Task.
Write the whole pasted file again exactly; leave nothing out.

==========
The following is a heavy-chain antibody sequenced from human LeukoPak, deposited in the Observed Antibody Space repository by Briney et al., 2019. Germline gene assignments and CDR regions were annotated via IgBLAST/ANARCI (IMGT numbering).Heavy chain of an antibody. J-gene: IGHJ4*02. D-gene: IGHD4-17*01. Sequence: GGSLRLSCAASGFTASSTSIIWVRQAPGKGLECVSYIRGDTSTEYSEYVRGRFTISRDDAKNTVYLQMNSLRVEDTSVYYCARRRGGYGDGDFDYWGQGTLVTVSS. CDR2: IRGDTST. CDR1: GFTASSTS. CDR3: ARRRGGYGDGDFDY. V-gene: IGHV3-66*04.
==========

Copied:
The following is a heavy-chain antibody sequenced from human LeukoPak, deposited in the Observed Antibody Space repository by Briney et al., 2019. Germline gene assignments and CDR regions were annotated via IgBLAST/ANARCI (IMGT numbering).Heavy chain of an antibody. J-gene: IGHJ4*02. D-gene: IGHD4-17*01. Sequence: GGSLRLSCAASGFTASSTSIIWVRQAPGKGLECVSYIRGDTSTEYSEYVRGRFTISRDDAKNTVYLQMNSLRVEDTSVYYCARRRGGYGDGDFDYWGQGTLVTVSS. CDR2: IRGDTST. CDR1: GFTASSTS. CDR3: ARRRGGYGDGDFDY. V-gene: IGHV3-66*04.